ACLU

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Border patrol agents are racially profiling and routinely harassing people in southern New Mexico according to an investigation by the ACLU.

The investigation revealed that border patrol agents detain people at checkpoints based on the color of their skin. It also detailed how roving agents pull over ambulances that are transporting patients.

U.S. Customs and Border Patrol via flickr

In March the New Mexico state Legislature unanimously passed a bill that would basically eliminate what critics call “policing for profit,” the ability of law enforcement agencies to seize cars, cash and other property police say were used in committing a crime. The practice originated in the 1980s as a tool to fight back against big drug dealers, but civil liberties groups on the right and left of the political spectrum say the lure of big money has now corrupted government agencies, who use the law to pad their coffers.

Guests:

Rita Daniels

Three groups called for homeless people and people with mental illnesses to be represented in the process to reform the Albuquerque Police Department. Last week the groups filed a motion in federal court.

The ACLU joined forces with Disability Rights New Mexico and the Native American Voters Alliance to intervene in the settlement agreement between the U.S. Department of Justice and the city of Albuquerque.

Marisa Demarco / KUNM

In this era of modern medicine, the dying process can be prolonged. Can doctors legally prescribe fatal medications to terminally ill patients who request them?

That issue was at the heart of an Appeals Court hearing in New Mexico this week. 

Over the last 40 years, intensive care units and advances in medicine have stretched out the final days of our lives. Sometimes recovery is possible. But in other cases, it becomes a question of comfort.

pixabay.com via CC

Attorneys with the American Civil Liberties Union will square off with the Attorney General's Office in court on Monday, Jan. 26, about whether terminally ill New Mexicans can choose to end their lives. 

District Court Judge Nan Nash ruled a year ago that physicians in New Mexico should be able to prescribe life-ending medications to terminally ill patients. This practice is called “aid in dying,” and the distinction is patients administer the medication themselves.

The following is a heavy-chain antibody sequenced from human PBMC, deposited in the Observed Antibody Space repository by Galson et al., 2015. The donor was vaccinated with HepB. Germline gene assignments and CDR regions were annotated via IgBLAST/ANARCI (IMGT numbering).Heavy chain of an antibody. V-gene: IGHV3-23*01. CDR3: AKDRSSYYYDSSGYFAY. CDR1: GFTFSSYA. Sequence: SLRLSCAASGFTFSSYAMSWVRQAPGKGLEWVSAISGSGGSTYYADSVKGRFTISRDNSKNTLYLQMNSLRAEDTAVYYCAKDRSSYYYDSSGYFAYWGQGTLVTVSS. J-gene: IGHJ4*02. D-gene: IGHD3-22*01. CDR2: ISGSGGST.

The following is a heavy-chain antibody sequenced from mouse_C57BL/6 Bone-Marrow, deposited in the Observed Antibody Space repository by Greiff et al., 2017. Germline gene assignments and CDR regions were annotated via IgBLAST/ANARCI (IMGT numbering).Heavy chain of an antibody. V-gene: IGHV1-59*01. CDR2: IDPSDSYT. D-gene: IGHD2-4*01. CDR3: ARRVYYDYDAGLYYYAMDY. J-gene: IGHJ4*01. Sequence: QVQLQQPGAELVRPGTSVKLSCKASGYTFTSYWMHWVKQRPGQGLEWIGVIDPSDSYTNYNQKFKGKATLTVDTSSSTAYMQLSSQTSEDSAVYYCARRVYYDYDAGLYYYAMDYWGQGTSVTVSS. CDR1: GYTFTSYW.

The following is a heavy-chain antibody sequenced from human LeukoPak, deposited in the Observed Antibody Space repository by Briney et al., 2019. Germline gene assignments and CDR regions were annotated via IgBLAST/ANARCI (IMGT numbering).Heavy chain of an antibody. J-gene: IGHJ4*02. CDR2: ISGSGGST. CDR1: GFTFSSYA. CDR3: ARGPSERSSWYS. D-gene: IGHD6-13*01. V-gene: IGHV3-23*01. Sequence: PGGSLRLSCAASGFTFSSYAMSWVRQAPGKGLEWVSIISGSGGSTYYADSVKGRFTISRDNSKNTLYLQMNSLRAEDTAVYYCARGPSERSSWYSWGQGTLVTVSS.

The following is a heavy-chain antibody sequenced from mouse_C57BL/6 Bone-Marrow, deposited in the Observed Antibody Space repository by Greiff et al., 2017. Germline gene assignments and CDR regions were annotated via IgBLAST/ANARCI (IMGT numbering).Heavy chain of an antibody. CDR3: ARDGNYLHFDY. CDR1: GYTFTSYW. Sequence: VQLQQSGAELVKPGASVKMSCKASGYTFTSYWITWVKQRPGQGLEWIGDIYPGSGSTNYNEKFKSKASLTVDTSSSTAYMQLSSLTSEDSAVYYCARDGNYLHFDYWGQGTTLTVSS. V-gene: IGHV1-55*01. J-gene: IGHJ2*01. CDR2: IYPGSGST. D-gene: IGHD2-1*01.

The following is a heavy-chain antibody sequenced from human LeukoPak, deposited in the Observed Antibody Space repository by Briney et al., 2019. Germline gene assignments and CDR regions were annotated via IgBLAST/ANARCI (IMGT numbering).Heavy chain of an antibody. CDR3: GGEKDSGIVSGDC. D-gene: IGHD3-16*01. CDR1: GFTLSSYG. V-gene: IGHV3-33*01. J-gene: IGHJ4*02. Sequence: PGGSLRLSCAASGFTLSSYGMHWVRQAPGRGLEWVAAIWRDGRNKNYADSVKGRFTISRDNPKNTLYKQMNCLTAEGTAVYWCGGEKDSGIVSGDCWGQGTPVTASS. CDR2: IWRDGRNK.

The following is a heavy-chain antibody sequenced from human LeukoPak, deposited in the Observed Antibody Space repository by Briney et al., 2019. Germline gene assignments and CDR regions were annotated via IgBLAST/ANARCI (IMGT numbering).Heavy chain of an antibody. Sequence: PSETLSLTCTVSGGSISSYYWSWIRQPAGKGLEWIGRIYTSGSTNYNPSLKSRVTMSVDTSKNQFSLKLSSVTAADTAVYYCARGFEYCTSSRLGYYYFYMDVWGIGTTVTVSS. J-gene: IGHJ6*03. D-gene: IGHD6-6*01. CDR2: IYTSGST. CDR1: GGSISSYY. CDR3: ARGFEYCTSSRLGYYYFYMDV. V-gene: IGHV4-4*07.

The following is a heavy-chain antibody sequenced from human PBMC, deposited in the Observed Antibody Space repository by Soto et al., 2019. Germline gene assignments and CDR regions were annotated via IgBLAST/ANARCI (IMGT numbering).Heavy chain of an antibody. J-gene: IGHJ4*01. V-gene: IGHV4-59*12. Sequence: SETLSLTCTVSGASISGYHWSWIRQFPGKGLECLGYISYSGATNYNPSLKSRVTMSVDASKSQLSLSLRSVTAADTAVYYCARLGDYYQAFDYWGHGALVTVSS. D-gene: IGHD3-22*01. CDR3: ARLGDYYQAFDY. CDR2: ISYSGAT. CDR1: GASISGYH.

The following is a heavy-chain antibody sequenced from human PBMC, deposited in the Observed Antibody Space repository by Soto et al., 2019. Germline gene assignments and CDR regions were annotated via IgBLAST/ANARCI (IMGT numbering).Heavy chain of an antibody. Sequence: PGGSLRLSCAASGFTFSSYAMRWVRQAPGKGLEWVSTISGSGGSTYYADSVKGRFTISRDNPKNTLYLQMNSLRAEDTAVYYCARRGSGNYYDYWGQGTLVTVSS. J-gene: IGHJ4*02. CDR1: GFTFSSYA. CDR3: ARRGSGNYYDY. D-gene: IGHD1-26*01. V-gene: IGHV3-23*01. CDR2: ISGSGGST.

Screenshot from "Orange is the New Black"

The hole. That’s what they call it on television. It’s the mind-shattering pit fictional prisoners will do anything to avoid.

In real life, human rights advocates say New Mexico needs to cut back on using solitary confinement as a punishment method—especially for people coping with mental illnesses. Prison officials agree that it should be used less often, though most take issue with the way it’s portrayed in prison dramas.

Aja Riggs is on the road, visiting family and friends, and taking in some of the most beautiful natural places in the United States. She particularly loves what she calls "freaky natural things," like boiling mud coming out of the ground in Yellowstone and the organ pipe cacti near the Mexico border in Arizona.

"I'm kind of part-jokingly calling my travels my 'No Regrets Remission Tour,' " she laughs. 

A District Court judge ruled today that it's legal for doctors in New Mexico to prescribe medication so patients with terminal illnesses can end their own lives.

Judge Nan Nash wrote: "If decisions made in the shadow of one's imminent death regarding how they and their loved ones will face that death are not fundamental and at the core of these constitutional guarantees, then what decisions are?"